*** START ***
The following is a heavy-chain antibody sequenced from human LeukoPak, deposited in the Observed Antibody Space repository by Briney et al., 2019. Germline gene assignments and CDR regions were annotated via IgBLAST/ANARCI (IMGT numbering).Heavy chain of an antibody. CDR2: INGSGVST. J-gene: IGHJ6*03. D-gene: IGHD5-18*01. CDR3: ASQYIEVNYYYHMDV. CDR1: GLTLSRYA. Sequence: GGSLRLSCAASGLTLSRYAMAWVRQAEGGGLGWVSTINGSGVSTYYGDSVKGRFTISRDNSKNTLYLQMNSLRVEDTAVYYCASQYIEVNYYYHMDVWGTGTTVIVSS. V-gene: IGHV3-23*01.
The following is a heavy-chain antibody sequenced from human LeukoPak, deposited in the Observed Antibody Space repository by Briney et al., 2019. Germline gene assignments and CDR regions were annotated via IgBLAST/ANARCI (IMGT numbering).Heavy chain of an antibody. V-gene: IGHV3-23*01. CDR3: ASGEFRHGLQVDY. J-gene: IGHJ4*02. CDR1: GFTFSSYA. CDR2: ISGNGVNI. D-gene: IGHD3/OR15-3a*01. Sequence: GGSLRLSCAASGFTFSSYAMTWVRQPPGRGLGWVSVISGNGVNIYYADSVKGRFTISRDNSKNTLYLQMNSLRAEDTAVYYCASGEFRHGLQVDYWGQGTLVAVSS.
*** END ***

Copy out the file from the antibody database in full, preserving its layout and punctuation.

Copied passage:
The following is a heavy-chain antibody sequenced from human LeukoPak, deposited in the Observed Antibody Space repository by Briney et al., 2019. Germline gene assignments and CDR regions were annotated via IgBLAST/ANARCI (IMGT numbering).Heavy chain of an antibody. CDR2: INGSGVST. J-gene: IGHJ6*03. D-gene: IGHD5-18*01. CDR3: ASQYIEVNYYYHMDV. CDR1: GLTLSRYA. Sequence: GGSLRLSCAASGLTLSRYAMAWVRQAEGGGLGWVSTINGSGVSTYYGDSVKGRFTISRDNSKNTLYLQMNSLRVEDTAVYYCASQYIEVNYYYHMDVWGTGTTVIVSS. V-gene: IGHV3-23*01.
The following is a heavy-chain antibody sequenced from human LeukoPak, deposited in the Observed Antibody Space repository by Briney et al., 2019. Germline gene assignments and CDR regions were annotated via IgBLAST/ANARCI (IMGT numbering).Heavy chain of an antibody. V-gene: IGHV3-23*01. CDR3: ASGEFRHGLQVDY. J-gene: IGHJ4*02. CDR1: GFTFSSYA. CDR2: ISGNGVNI. D-gene: IGHD3/OR15-3a*01. Sequence: GGSLRLSCAASGFTFSSYAMTWVRQPPGRGLGWVSVISGNGVNIYYADSVKGRFTISRDNSKNTLYLQMNSLRAEDTAVYYCASGEFRHGLQVDYWGQGTLVAVSS.